Schieffer, Russert baselessly portrayed Giuliani's 9-11 actions as an unmitigated asset for him
Research ››› ››› BRIAN LEVY
On the March 1 edition of the CBS Evening News, CBS chief Washington correspondent Bob Schieffer stated as fact that former New York City Mayor Rudy Giuliani (R) was "a smart and decisive leader on 9-11." Similarly, on the March 1 edition of NBC's Today, NBC News Washington bureau chief Tim Russert asked whether Giuliani was leading in a February 23-26 Time magazine poll because of "something going on within the Republican psyche, which says, 'You know what? The most important issue is to be strong -- particularly against terrorists.' " Russert added: "And no one defined himself more than anybody else in the country than Rudy Giuliani on September 11. He was the one talking not only to people in this city ... but all across the country." But, as Media Matters for America has documented (here and here), in their book, Grand Illusion: The Untold Story of Rudy Giuliani and 9/11 (HarperCollins, August 2006), Village Voice senior editor Wayne Barrett and CBSNews.com senior producer Dan Collins expressed a very different view of Giuliani's conduct, arguing that Giuliani was responsible for terrorism-related failures before, during, and, after the September 11, 2001, terrorist attacks.
Moreover, Barrett and Collins wrote that Giuliani's actions as mayor, including a failure to set up a unified command post for the New York Fire and Police departments, contributed to a lack of communication between police officers and fire fighters on 9-11. On September 11, 2002, The New York Times reported (subscription required) in a news analysis that "[t]he Police and Fire Departments barely spoke on 9/11. They set up separate command posts." As Barrett and Collins noted, a study by the National Institute of Standards and Technology (NIST) concluded:
[T]here were overlapping functions with NYPD ESU [Emergency Service Unit] rescue team operations inside and around the WTC towers and FDNY operations. Although ESU rescues teams eventually joined and worked with FDNY personnel, functional unified operations were diminished as a result of the two departments' command posts being separated.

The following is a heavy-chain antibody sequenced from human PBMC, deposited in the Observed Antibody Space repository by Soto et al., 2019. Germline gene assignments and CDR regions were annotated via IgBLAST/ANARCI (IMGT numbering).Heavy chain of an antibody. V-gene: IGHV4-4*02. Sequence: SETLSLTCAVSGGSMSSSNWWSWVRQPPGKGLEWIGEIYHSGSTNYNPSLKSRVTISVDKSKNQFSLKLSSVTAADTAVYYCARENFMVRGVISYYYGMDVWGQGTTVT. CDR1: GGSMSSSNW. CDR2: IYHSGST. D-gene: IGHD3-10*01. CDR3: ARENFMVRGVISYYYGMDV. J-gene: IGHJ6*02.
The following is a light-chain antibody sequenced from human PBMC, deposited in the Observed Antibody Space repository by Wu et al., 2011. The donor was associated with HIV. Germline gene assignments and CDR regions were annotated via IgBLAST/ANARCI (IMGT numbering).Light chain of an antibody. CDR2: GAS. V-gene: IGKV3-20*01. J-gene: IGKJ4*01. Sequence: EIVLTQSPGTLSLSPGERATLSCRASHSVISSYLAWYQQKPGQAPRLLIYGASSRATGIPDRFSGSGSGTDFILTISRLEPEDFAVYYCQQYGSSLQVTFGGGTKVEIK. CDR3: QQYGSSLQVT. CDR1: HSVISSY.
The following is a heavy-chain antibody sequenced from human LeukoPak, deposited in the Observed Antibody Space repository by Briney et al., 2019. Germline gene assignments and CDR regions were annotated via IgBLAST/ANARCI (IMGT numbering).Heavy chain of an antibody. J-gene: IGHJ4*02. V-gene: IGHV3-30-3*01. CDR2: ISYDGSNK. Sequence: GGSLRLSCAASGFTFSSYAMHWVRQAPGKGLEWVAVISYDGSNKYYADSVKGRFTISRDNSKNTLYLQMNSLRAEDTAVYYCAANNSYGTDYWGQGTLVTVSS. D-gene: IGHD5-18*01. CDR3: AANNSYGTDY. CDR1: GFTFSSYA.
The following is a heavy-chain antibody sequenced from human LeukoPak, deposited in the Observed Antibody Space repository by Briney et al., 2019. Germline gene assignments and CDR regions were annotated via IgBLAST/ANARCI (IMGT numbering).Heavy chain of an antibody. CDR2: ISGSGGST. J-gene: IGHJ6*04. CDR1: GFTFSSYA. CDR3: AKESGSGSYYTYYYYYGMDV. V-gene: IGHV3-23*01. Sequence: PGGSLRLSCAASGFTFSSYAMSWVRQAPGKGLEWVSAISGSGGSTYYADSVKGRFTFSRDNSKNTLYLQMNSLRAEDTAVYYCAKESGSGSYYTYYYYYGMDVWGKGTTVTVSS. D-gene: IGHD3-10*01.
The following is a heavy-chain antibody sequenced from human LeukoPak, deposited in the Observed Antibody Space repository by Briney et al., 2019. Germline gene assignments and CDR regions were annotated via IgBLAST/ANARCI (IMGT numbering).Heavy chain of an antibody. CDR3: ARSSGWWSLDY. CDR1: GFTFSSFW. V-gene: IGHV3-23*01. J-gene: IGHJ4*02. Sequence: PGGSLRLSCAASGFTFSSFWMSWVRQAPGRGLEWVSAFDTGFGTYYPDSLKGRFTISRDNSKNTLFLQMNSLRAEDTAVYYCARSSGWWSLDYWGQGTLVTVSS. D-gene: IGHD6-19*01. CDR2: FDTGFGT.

Additionally, during the same segment in which he praised Giuliani's 9-11 leadership, Schieffer claimed that Sen. John McCain (R-AZ) "had to apologize" for his comment "that a lot of lives were being wasted in Iraq." But as ABCNews.com noted, McCain's statement "did not contain an apology."
From the March 1 edition of NBC's Today:
RUSSERT: Giuliani is now seen as the outsider. He is the new candidate, but, Matt, the McCain people feel very strongly that when conservative voters learn about Giuliani's positions on abortion, on gay rights, on gun control, there will be some slippage.
LAUER: Why don't they know about those stances? Because when you look at this poll, and it says among Republican voters, Giuliani has a 19-percentage-point lead over John McCain, and yet this goes counter to the watercooler buzz, the political buzz that we've been talking about that Rudy Giuliani is going to have a major problem because of those issues.
RUSSERT: Well, McCain people hope so. But, is it something going on within the Republican psyche which says, "You know what? The most important issue is to be strong -- particularly against terrorists"? And no one defined himself more than anybody else in the country than Rudy Giuliani on September 11th. He was the one talking not only to people in this city --
RUSSERT: -- but all across the country.
LAUER: It was [former Massachusetts Gov.] Mitt Romney [R], who announced, I guess, about 10 days ago that he is also in this race, and yet he's pretty low in the polls. What does he have to do?
RUSSERT: He has to be the outsider, the governor, in the tradition of George W. Bush and Ronald Reagan.
From the February 1 edition of the CBS Evening News with Katie Couric:
KATIE COURIC (host): We want to go now to Bob Schieffer, our chief Washington correspondent. Bob, McCain did not expect to be trailing anyone at this point in his second run at the Republican nomination. What happened?
SCHIEFFER: Well, he surely didn't, and now Giuliani has a big lead in the polls, at least.
I think it is because John McCain is a senator. He has a record. Anything he does, he gets a lot of publicity, like last night on [CBS' The Late Show with David] Letterman. He said that a lot of lives were being wasted in Iraq. The blocs and the Democrats attacked him. Today, he had to apologize and say what he meant to say was a lot of lives are being sacrificed.
On the other hand, Giuliani, so far, is sort of running under the radar. He's campaigning a lot, but he's not holding many news conferences. He's not being on national television very much. So he is not being cut on for being pro-gay rights and pro-abortion, things that a lot of Republicans don't like.
Eventually, he's going to have to answer those questions, but right now, he's managed to keep the focus on being a smart and decisive leader on 9-11. That cannot last once he has to start asking these -- and answering these questions. But for now, it's working, and John McCain, Katie, is the one that's being hurt by it.
COURIC: And, Bob, you talk about this campaign starting earlier than ever. How do you think that will change the dynamics of the race?